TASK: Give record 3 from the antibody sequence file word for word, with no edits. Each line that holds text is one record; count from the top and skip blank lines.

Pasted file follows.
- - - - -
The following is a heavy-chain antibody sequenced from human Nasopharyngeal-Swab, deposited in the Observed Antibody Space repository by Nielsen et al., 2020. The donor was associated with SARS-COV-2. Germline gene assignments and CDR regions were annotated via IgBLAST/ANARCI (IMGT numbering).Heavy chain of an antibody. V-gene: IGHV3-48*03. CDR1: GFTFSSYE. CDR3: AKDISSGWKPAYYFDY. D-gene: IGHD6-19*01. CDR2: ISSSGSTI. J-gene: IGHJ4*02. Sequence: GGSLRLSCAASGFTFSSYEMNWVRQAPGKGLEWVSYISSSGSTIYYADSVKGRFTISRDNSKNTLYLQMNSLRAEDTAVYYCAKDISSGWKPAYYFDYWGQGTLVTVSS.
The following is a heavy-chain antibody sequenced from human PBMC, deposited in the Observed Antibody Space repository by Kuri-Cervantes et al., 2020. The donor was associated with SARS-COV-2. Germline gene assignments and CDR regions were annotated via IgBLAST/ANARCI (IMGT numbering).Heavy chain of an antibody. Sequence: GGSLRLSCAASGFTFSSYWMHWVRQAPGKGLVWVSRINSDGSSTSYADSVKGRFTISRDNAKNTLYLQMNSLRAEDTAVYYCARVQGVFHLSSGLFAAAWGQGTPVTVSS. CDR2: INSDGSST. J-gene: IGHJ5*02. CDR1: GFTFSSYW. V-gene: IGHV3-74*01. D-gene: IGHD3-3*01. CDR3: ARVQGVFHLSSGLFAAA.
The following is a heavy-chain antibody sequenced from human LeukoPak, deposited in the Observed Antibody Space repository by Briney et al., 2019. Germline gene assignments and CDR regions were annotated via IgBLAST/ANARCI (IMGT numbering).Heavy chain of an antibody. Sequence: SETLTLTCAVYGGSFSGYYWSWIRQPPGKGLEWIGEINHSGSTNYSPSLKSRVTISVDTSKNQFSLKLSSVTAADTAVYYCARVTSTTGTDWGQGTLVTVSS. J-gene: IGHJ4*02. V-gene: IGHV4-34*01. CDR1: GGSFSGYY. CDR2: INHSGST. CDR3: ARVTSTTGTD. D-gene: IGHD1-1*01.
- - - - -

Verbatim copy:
The following is a heavy-chain antibody sequenced from human LeukoPak, deposited in the Observed Antibody Space repository by Briney et al., 2019. Germline gene assignments and CDR regions were annotated via IgBLAST/ANARCI (IMGT numbering).Heavy chain of an antibody. Sequence: SETLTLTCAVYGGSFSGYYWSWIRQPPGKGLEWIGEINHSGSTNYSPSLKSRVTISVDTSKNQFSLKLSSVTAADTAVYYCARVTSTTGTDWGQGTLVTVSS. J-gene: IGHJ4*02. V-gene: IGHV4-34*01. CDR1: GGSFSGYY. CDR2: INHSGST. CDR3: ARVTSTTGTD. D-gene: IGHD1-1*01.